[Kenyan] Attorney General Wako offers inconsistent, unconvincing explanations of why more than one ton of cocaine held by the Government of Kenya for over a year cannot yet be destroyed. [American Ambassador Wiliam Bellamy] and [British High Commissioner Adam Wood] agreed with the [British Government] to give the [Government of Kenya] another 3 weeks to develop a credible plan before going public with [their] dissatisfaction. Although many have called for Wako’s resignation in recent months, [Kenyan] President Kibaki does not have the constitutional authority to remove the Attorney General from office.
Wako explained that due to a “bad law” (specifically, section 74(a) of the Narcotic Drugs and
Psychotropic Substances Control Act), the [Government of Kenya] could not destroy the drug stockpile until it had been exhibited to, and sampled in the presence of, all of the defendants in the case. This has already occurred for six defendants currently standing trial in Nairobi. Another key defendant, however, has just been convicted on drug charges in the Netherlands. While the Netherlands has agreed to Kenya’s request for extradition, the defendant had appealed to the Netherlands high court. The High Court is expected to decide within the next two or three weeks whether the defendant can be extradited.
Wako said once the defendant is extradited, he will confront the evidence (the stockpile) and, after that, the stockpile can be disposed of. Wako was vague on how long this process might take. If, on the other hand, the Dutch High Court ruled against extradition, there would be no need to retain the stockpile.
[British High Commissioner Adam] Wood and I both pressed for the [Government of Kenya] to at least invite in outside experts to test, measure and seal the stockpile. This could be done immediately, and without prejudice as to how and when the stockpile was eventually disposed of. Such verification was needed, we argued, to put to rest worries that the stockpile had been tampered with and possibly trafficked. [British High Commissioner Adam] Wood explained how, with shipments of cocaine showing up in London on incoming Kenya Airways flights, [the British government’s] patience was growing thin. I added that the [Government of Kenya] would soon have a serious credibility problem if it could not show that the stockpile was intact and being handled in accordance with best international practices.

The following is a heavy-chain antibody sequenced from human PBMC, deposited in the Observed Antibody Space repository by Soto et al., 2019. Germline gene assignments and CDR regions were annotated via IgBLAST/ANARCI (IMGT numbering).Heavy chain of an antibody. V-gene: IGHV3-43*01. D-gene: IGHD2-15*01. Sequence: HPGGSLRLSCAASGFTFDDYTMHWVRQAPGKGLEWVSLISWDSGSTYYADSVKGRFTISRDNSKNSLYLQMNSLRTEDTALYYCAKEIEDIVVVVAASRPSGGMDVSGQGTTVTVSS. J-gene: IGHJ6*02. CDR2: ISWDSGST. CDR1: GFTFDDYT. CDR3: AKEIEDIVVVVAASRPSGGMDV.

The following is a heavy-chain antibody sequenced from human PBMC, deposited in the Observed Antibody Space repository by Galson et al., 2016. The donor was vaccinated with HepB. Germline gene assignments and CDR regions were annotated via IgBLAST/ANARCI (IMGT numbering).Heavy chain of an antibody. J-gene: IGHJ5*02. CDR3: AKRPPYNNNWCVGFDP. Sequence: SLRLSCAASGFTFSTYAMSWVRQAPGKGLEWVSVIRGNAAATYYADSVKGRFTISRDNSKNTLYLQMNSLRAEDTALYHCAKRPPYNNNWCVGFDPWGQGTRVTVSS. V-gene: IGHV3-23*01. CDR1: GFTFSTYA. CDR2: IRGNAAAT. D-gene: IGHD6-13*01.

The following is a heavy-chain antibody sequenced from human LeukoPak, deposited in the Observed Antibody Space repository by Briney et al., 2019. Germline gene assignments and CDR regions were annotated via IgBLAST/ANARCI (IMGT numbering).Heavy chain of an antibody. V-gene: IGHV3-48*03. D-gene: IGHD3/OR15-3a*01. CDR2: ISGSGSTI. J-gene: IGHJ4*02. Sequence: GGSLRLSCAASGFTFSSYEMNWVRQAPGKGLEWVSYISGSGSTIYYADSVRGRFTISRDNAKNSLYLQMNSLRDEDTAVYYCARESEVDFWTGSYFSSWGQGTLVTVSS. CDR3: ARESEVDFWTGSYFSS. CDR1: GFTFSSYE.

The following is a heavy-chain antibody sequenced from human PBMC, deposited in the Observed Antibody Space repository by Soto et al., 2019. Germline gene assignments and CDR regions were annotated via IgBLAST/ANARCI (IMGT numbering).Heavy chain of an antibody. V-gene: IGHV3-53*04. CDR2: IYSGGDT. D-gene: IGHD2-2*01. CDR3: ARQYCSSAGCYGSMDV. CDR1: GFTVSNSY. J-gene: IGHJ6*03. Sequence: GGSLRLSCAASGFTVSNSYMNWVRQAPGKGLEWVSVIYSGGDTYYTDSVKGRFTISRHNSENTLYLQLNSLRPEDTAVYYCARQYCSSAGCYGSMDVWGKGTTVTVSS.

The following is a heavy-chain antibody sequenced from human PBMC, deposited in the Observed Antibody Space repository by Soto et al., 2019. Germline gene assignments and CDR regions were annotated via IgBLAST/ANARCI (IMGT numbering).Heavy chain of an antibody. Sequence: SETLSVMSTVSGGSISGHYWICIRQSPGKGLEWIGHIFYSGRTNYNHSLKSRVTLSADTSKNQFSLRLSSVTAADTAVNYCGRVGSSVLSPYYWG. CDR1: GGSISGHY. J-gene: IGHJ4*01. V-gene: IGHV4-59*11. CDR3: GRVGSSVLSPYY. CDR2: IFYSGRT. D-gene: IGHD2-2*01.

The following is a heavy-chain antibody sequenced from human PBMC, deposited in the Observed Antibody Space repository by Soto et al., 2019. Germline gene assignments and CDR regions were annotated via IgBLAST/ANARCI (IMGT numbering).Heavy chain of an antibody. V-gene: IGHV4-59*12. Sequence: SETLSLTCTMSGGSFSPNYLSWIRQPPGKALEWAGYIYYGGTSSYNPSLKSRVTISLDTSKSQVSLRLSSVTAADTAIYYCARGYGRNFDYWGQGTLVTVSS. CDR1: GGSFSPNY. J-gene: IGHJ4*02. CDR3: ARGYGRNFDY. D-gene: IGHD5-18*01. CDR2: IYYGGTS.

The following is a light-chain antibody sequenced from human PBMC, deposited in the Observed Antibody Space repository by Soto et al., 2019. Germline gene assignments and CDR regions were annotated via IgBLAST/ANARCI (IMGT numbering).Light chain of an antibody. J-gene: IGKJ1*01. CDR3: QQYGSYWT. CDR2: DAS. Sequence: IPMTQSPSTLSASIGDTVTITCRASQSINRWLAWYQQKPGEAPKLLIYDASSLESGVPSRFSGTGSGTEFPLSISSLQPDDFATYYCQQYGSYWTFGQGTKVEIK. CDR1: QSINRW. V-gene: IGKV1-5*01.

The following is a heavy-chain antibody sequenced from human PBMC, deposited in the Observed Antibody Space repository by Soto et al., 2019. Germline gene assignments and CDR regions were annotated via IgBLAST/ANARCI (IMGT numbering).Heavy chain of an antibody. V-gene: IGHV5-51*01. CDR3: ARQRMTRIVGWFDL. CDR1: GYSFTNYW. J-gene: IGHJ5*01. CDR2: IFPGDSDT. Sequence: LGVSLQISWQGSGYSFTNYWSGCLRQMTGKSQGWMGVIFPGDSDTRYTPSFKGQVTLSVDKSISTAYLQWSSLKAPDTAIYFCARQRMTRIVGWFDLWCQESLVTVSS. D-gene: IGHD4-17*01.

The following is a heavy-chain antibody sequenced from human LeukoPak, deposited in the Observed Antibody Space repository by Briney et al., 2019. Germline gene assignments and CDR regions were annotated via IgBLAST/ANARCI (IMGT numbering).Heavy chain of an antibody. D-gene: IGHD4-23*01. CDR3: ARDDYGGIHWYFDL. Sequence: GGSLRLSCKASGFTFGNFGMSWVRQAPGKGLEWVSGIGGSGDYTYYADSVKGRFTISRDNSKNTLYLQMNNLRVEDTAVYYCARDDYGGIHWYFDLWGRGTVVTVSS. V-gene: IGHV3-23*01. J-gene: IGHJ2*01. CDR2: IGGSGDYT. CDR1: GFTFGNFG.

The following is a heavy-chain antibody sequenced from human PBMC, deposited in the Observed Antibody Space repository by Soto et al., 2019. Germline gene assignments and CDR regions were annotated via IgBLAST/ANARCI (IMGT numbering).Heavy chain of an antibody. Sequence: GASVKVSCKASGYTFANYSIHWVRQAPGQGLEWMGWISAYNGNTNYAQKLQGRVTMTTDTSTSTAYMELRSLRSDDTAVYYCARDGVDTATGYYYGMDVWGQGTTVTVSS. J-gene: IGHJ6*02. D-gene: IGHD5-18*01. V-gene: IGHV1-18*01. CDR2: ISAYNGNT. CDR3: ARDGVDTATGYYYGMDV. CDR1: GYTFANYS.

Unfortunately, Wako explained, it would not be a good idea to test, measure or seal the stockpile. It would undermine the prosecution’s case since it would allow the defense to argue that the State did not have confidence in its own evidence. Wood and I dismissed this argument as lacking any credibility. When pressed about whether retention of the entire stockpile was necessary throughout the trial, Wako and Tobiko were evasive. Eventually, they admitted that the stockpile could be disposed of once the prosecution rested its case.
The bottom line is that the Kenyan authorities have been sitting on more than a ton of cocaine for more than a year, at least four consignments of cocaine have reached the U.K. from Kenya in that period, and no one in the [Government of Kenya] is able or willing to assert that the stockpile is intact and that a credible plan exists for measuring and disposing of it. It is significant that Police Commissioner Ali, under whose authority the cocaine is supposedly safeguarded, urged us prior to the Wako meeting to press the Attorney General hard for verification as soon as possible. Ali wants to wash his hands of the mess; for some reason, Wako does not.
[American Ambassador Wiliam Bellamy and British High Commissioner Adam Wood] have heard repeated complaints from respected figures in and out of the [Government of Kenya] (including Anti-Corruption Chief Justice Ringera and World Bank Director Colin Bruce) that Wako is the main obstacle to successful prosecutions of any kind in Kenya. Whether he is profiting in some way from the drug trade, protecting others who are involved in it, or is working from some other motive, we cannot tell. He may feel a degree of immunity since the constitution does not allow the President or any other authority to remove him from office.
Attorney General Wako is also notable for his involvement in the Goldenberg scandal, which some estimate to have cost Kenya more than 10% of its annual gross domestic product.
From Cable Reference ID 06NAIROBI839, 2006-02-24 , Classification CONFIDENTIAL, Origin Embassy Nairobi